Jacob, after he got his IV port. Lots of stuff
for such a little boy to carry around by himself.
Dr. Moore and Mary Beth, Jacob's PH team, were great. They provided information and support, tissues and lunch, and patiently answered our many questions. Jacob was completely comfortable with them and soon won over the ICU, and later, the cardiac unit nursing staff with his cheerfulness, wit, and charm. Jacob stayed in the PICU for six days and was released on his little brother's, Sammy's, first birthday. We returned to the hospital bright and early the following Monday morning to have the port inserted for continuous IV therapy. Jacob did well during the surgery and was admitted for recovery (and our training in the disease) for five more days. He suddenly had a healthy pink glow and had more energy than he had had in months. His medicine was working!

For the next two and a half years, we experienced many bumps and several really scary moments. We made many trips to Nashville for appointments and made far too many trips to Nashville in the backs of ambulances. Jacob was life flighted on Thanksgiving Day. He had a break in his line a few days before and had developed an infection. Scary does not begin to describe some of the emergencies. Terrifying would be a more accurate description.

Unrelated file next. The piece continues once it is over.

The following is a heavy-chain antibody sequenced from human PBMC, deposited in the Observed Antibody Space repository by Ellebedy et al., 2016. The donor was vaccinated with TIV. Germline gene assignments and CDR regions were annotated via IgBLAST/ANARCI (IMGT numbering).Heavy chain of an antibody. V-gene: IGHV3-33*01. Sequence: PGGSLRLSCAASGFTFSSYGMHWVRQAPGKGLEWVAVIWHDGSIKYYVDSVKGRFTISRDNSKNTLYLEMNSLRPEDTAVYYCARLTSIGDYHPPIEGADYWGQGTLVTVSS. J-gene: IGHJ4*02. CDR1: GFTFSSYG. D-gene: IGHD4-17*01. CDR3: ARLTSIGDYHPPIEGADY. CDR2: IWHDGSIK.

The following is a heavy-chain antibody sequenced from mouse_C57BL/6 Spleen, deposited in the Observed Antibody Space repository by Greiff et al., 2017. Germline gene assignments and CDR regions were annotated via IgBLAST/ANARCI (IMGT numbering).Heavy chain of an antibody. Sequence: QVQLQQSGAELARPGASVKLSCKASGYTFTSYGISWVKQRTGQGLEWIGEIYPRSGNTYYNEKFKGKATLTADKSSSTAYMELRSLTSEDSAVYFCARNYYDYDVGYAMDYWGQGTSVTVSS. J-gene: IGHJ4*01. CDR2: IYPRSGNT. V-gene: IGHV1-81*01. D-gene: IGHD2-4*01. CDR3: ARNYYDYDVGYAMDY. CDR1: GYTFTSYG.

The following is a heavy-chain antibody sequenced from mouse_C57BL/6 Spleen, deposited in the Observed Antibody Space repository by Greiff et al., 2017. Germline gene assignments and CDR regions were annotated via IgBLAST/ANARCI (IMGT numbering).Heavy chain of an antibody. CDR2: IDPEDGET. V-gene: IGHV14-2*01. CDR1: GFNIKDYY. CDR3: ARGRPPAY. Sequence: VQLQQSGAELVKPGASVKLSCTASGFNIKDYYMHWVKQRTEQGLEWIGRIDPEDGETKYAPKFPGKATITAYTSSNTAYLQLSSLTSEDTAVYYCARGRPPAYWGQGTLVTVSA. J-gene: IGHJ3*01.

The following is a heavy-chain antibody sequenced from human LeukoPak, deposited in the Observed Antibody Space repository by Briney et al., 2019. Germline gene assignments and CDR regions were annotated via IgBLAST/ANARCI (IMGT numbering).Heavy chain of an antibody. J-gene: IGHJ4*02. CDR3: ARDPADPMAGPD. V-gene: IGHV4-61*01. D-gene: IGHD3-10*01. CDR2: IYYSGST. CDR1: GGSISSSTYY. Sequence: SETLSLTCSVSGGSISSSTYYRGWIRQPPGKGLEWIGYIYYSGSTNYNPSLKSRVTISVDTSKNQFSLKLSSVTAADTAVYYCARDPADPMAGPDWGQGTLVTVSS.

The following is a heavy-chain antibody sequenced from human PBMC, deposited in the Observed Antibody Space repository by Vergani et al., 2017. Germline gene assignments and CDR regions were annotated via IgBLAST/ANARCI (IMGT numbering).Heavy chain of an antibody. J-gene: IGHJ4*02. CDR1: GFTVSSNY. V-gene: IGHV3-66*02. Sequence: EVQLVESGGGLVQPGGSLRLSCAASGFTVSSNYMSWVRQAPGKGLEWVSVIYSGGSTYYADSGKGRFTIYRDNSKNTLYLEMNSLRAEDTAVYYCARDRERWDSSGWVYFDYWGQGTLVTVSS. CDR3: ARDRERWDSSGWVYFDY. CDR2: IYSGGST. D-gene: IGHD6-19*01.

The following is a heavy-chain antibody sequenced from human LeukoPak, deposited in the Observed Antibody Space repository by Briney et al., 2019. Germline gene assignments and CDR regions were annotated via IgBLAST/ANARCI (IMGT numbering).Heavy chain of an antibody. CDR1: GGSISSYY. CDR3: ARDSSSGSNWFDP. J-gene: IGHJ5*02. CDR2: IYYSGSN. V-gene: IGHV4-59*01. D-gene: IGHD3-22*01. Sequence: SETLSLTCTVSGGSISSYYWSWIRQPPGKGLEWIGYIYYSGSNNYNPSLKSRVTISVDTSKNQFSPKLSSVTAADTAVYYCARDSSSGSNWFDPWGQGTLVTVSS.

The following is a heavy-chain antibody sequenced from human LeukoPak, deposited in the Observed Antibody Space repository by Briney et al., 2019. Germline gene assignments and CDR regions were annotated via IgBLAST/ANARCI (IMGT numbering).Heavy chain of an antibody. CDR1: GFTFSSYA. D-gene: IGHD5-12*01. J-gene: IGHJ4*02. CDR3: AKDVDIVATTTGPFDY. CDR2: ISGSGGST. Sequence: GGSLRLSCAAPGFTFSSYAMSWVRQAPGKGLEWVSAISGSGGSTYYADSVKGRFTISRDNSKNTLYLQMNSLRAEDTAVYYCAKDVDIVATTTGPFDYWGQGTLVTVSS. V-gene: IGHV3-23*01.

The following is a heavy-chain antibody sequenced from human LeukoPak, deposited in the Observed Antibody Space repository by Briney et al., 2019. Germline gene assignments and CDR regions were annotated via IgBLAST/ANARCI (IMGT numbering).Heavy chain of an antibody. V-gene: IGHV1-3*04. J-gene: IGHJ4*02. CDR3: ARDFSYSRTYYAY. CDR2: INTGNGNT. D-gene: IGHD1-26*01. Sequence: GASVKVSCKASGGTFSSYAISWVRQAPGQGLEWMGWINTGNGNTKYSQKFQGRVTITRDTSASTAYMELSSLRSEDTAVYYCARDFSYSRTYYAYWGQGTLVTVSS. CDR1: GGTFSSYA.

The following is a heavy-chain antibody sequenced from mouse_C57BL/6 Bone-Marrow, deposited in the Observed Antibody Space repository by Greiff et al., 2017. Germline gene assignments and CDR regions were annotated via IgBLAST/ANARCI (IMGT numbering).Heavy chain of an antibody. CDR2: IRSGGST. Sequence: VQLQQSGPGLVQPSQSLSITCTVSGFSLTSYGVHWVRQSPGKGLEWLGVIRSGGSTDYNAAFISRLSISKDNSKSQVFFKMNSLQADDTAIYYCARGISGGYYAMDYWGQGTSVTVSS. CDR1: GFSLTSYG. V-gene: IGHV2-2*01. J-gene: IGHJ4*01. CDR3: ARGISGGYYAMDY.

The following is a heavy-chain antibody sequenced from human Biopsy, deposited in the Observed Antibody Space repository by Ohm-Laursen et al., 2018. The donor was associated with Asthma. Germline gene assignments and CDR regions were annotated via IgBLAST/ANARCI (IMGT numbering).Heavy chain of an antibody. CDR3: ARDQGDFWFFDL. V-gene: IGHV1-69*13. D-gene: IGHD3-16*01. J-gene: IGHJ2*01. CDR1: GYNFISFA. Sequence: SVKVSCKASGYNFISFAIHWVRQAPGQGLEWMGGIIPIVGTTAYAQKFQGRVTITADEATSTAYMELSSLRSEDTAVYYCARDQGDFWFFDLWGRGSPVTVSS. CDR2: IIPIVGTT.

Jacob, Easter Sunday 2010
Always wearing his backpack.
On May 25, 2010, we took Jacob in for his "routine" heart catheterization. He had trouble with the anesthesia and went into cardiac arrest. CPR was performed for 45 minutes to save Jacob's life. His heart was not responding, so he was hooked up to an ECMO machine and admitted to the pediatric critical care unit. That was on a Tuesday. His body began to shut down and he began experiencing a lot of pain. He did not wake back up. On Saturday, he died. He was four years old. I held my baby as his heart stopped beating. It was the most terrible and most precious moment of my life.